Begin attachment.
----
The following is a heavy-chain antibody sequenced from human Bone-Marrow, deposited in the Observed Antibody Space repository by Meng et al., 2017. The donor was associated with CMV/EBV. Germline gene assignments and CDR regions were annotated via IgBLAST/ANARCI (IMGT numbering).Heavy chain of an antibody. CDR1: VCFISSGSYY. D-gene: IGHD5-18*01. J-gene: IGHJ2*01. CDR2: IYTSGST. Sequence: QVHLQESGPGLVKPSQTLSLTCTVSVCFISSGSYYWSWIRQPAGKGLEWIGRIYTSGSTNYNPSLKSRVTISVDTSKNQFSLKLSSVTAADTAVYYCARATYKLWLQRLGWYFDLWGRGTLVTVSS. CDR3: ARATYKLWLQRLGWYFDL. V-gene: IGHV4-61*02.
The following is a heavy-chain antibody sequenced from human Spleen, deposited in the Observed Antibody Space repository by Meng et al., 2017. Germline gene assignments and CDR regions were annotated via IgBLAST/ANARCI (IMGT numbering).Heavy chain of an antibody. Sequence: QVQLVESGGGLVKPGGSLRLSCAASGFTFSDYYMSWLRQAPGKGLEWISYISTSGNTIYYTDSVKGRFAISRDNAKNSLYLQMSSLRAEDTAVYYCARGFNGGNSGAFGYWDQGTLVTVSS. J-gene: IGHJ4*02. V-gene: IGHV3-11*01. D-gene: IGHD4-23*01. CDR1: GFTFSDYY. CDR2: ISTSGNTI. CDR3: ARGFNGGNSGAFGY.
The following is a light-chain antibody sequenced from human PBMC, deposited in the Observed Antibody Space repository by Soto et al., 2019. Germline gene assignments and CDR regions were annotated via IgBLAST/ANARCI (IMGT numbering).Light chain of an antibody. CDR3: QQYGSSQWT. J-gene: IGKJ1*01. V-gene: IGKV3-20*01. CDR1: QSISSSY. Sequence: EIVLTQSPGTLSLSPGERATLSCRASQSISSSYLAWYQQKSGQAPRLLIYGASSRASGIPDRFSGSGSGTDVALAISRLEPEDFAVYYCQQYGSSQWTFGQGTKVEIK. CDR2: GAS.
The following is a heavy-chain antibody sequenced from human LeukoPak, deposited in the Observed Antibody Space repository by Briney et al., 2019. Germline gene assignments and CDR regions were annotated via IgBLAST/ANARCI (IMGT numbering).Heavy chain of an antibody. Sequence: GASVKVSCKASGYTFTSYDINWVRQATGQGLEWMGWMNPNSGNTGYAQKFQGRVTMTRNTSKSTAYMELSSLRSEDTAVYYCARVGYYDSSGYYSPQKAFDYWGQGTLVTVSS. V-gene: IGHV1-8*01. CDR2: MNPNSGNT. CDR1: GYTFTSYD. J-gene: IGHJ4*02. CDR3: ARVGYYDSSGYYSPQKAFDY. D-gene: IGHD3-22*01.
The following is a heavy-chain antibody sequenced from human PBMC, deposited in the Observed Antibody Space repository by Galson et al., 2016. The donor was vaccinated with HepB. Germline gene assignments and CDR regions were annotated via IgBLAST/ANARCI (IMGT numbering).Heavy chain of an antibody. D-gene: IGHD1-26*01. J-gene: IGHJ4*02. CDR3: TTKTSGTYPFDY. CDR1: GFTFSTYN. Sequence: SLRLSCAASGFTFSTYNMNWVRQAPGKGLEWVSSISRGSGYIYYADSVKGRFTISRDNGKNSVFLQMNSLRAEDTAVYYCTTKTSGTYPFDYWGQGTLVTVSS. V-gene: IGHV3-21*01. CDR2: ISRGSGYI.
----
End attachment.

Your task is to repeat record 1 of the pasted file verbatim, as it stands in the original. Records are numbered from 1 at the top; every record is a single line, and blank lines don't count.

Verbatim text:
The following is a heavy-chain antibody sequenced from human Bone-Marrow, deposited in the Observed Antibody Space repository by Meng et al., 2017. The donor was associated with CMV/EBV. Germline gene assignments and CDR regions were annotated via IgBLAST/ANARCI (IMGT numbering).Heavy chain of an antibody. CDR1: VCFISSGSYY. D-gene: IGHD5-18*01. J-gene: IGHJ2*01. CDR2: IYTSGST. Sequence: QVHLQESGPGLVKPSQTLSLTCTVSVCFISSGSYYWSWIRQPAGKGLEWIGRIYTSGSTNYNPSLKSRVTISVDTSKNQFSLKLSSVTAADTAVYYCARATYKLWLQRLGWYFDLWGRGTLVTVSS. CDR3: ARATYKLWLQRLGWYFDL. V-gene: IGHV4-61*02.